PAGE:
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What I'm Reading: "Where Cooking Begins"

I've decided to start a series of blog posts dedicated to books I have read that relate to Modern Home Economics, and this post is the first installment!


The book I will be reviewing is Where Cooking Begins: Uncomplicated Recipes to Make You a Great Cook by Carla Lalli Music.



I tend to borrow new cookbooks I want to read from the library, so I can read them and see if they are really something I would add to my collection. If I absolutely think I'll be referencing things in the books many times (like, say, Salt, Fat, Acid, Heat for the techniques or My Paris Market Cookbook for not only the recipes but also the Paris addresses) then I will put it on my "to-buy" list. If I think there are a few recipes I'd like to make but wouldn't necessarily need to buy the book (one only has so much bookshelf space...), then borrowing it from the library ends up being the perfect solution because I can make the recipes I want to try without giving up valuable shelf space.


I'm having a hard time figuring out if I would reference this book enough to justify buying it. I thoroughly enjoyed reading it (yes, I read cookbooks like I read novels) and I think it has some great instruction. I also felt really inspired to be more creative with my cooking while reading it, which might be worth referencing from time to time. Let's see if writing this post helps me narrow it down for myself.


Cooking begins when you feel the spark, when you know what you're hungry for. Shop in person for the food that excites you. Shop small. Shop often. Go online to get the ingredients that barely change with the seasons or that come in a box, bag, can, or jar. Purchase only what you have room to store. Cook what you buy; finish it up. -Carla Lalli Music, Where Cooking Begins

This book is clearly laid out, and I really love the way that she presents the ideas and the recipes. She talks about how she has moved from shopping once per month to only bulk shopping for specific things like grains and baking supplies (she says to do a haul from your local grocery store or even order these things from Amazon Pantry or Amazon Fresh). This leaves all the highlights of a dish, like meats and produce, a necessity to buy more often which means they are more fresh and inspiring to cook with. I've actually been shopping and cooking like this for a while, and I really can't imagine doing it any other way. I'm glad there's a voice like hers out there advocating for this because I think it really does change the way we relate to our food.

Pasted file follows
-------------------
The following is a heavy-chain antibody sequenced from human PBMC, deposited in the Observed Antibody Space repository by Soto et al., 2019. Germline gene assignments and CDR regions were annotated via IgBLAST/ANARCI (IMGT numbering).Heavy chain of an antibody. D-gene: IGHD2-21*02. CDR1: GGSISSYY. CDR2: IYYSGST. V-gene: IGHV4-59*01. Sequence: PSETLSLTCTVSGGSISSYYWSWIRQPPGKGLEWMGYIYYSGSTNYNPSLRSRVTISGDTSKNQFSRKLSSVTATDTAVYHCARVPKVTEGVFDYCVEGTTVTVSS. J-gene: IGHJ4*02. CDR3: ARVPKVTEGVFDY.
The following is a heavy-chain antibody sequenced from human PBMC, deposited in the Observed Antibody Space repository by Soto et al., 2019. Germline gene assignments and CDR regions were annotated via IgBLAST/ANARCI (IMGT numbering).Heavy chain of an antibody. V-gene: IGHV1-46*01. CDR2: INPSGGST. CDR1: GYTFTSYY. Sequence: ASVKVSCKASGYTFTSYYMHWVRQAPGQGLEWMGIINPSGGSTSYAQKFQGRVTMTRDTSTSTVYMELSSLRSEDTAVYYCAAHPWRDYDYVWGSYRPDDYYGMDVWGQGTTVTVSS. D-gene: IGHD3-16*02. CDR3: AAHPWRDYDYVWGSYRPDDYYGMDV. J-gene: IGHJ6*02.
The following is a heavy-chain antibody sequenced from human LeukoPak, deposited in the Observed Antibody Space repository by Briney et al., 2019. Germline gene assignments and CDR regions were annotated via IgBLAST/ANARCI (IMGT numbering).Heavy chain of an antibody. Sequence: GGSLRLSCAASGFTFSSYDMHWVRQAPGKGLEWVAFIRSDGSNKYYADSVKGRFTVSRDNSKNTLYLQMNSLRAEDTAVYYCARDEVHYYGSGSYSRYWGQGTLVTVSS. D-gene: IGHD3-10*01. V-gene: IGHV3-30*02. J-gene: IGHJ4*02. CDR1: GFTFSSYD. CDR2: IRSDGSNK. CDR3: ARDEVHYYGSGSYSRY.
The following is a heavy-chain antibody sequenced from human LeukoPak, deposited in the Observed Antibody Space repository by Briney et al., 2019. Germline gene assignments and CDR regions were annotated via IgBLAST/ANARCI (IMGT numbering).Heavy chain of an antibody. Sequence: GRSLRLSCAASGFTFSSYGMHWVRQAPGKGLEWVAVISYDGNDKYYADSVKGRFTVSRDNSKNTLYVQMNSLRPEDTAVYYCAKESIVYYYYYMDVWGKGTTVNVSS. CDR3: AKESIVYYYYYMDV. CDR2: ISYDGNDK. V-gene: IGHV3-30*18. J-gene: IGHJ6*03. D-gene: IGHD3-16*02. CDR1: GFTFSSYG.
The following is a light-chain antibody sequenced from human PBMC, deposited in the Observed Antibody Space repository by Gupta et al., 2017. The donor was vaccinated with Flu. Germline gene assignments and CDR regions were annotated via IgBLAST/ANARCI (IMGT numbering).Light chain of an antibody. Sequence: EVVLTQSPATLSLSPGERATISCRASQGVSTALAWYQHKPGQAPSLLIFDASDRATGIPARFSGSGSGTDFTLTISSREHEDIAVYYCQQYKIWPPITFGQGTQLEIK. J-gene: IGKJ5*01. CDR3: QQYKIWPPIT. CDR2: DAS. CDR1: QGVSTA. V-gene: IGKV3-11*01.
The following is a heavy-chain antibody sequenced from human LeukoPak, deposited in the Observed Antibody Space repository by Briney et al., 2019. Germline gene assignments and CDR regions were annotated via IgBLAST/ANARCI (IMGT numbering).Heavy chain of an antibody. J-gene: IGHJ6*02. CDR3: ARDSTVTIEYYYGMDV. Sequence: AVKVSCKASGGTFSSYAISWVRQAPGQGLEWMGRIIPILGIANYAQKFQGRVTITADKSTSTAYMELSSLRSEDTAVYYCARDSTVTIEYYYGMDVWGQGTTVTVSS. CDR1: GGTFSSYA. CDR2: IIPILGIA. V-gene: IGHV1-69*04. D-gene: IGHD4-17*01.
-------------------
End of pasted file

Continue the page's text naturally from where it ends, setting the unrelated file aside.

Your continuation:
She also has very clear instructions on essential techniques - sauté, pan-roast, steam, boil/simmer, confit, and slow-roast. Each of these techniques comes with a clearly photographed guide on how to do it step-by-step, followed by 12 examples of things you can cook using that technique. This section actually kind of blew my mind. For example, in the confit section, the dozen things to try include not only traditional things like turkey legs and chicken thighs, but also parsnips, leeks, lemon, and garlic! She makes it really easy to just follow the technique while using whatever ingredient sounds good to you that day.



The recipes are well written and simple, but they pack a big flavor despite the simple ingredients. Some recipes can be quickly cooked for an easy weeknight meal (like her "chicken cutlets with spicy coconut dressing"), and others are more of a labor of love (like her "my way duck confit"). There are recipes for everything from breakfast to grilling to pasta to dessert, too.


She does offer ideas and recipes that work for both vegans (or vegetarians) and meat-eaters, which is nice. Most of the recipes include meat, but I think any non-meat-eating person would still find value in this book, especially in the techniques portion. All the recipes look good, too. I have only made the "fried grains with bacon, mushrooms and kimchi" recipe so far, and it was definitely a keeper.


All in all, I think this is a great book for anyone wanting to learn how to cook from intuition, a beginner cook wanting to refine cooking techniques, or a home cook wanting to spice up their routine in the kitchen.


I guess writing this post didn't really help me decide if I want to put this book on my "to buy" list, though. I think I would really enjoy re-reading it every couple of years, but I'm not sure if that would really warrant giving shelf space to it. Maybe I'll start a new list: "To re-read every few years".


What are some of your must-buy, definitely give this book shelf-space cookbooks? Let me know in the comments below!


#bookreview



A note on some of the links used in this post: I think it's always best to support your local community by buying items from a locally-owned store like a hardware store, bookstore, or kitchen supply store, but I understand that you can't always find what you need or don't always have time to shop around, so I have included the links above for your convenience, and as an example of the item if you don't know what it is!


I'd also like to let you know that most of the links I use are affiliate links. This just means that if you end up buying something that you like by clicking one of the links, this blog makes a small commission. You can read more about how these links work and why I use them by clicking here.

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